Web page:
Where an event or activity does not clearly fall within the guidelines, the Principal of the student’s school has the discretion to approve or reject any activity or event that does not conform to the guiding principles and ethical standards for approved areas of involvement for students.
Specific Areas of involvement may include:
Fundraising – includes canvassing, walk-a-thons, celebrity games, gift wrapping, gala events
and sales for charitable purposes;
Sports/Recreation – includes coaching, helping to organize winter carnivals, parades and summer fairs;
Community Events – includes helping to organize special meets and games, and volunteering as a leisure buddy or pool assistant;
Community Projects – includes participating in organized food drives, or support services for community groups;
Environmental Projects – includes participating in community clean-ups, flower/tree planting, recycling and general beautification projects and activities;
Volunteer Work with Seniors – includes assisting at seniors’ residences (e.g. serving snacks, helping with activities or portering, or participating in visiting and reading programs);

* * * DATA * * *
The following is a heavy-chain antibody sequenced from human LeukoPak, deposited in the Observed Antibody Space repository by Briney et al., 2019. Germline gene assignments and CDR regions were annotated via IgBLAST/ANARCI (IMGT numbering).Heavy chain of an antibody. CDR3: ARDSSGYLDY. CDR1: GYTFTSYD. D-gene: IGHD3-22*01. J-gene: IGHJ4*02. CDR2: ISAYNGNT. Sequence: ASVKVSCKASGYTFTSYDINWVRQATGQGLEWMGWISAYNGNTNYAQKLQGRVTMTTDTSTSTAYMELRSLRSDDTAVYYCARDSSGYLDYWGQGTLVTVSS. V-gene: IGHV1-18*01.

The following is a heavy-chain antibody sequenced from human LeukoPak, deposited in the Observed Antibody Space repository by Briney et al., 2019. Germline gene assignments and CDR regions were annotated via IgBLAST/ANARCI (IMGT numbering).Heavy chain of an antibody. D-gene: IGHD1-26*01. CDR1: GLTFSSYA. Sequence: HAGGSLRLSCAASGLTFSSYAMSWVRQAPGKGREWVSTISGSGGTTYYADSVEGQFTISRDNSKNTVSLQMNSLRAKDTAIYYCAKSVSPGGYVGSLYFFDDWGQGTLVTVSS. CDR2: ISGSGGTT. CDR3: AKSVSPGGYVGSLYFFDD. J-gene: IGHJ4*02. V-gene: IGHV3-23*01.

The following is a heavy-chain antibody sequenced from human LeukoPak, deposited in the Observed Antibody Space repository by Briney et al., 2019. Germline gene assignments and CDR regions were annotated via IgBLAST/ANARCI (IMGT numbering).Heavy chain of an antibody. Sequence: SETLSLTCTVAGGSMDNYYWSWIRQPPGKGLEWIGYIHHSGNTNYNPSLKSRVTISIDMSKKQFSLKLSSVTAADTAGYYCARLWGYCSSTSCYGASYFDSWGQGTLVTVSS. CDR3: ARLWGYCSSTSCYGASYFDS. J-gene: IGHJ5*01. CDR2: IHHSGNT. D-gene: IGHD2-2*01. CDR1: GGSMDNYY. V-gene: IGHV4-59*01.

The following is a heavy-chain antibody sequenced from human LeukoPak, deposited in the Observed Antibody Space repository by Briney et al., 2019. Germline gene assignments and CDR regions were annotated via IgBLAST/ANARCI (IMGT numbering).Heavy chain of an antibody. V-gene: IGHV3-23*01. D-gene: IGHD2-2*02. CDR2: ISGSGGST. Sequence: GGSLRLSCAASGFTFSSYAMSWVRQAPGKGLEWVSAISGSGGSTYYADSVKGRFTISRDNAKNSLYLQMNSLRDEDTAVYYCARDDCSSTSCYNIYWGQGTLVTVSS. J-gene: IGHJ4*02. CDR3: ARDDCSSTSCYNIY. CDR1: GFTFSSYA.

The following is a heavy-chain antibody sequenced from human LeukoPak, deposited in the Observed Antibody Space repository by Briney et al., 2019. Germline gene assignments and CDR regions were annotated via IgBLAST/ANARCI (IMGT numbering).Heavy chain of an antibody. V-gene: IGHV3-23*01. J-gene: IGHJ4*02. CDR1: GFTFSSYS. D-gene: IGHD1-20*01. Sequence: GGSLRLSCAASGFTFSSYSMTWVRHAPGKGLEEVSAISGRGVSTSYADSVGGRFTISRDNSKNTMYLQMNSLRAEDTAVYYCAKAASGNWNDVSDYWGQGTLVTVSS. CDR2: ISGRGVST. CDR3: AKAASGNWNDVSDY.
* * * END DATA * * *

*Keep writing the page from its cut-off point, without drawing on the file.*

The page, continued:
Committee Work – includes participation on advisory boards, neighbourhood associations and regional associations;
Religious Activities – includes participation as a volunteer in programs for children, child minding, Sunday School assistance, special events and clerical tasks;
Youth Programs – includes volunteer assistance with the operation of youth programs such as 4H, Scouts, Guides, drop-in centres, breakfast programs, March Break programs, Leaders in Training, summer playground activities and camps;
Office/Clerical Work – includes volunteer activity in reception, computer work and mailings for individuals or groups providing charitable or general community benefit;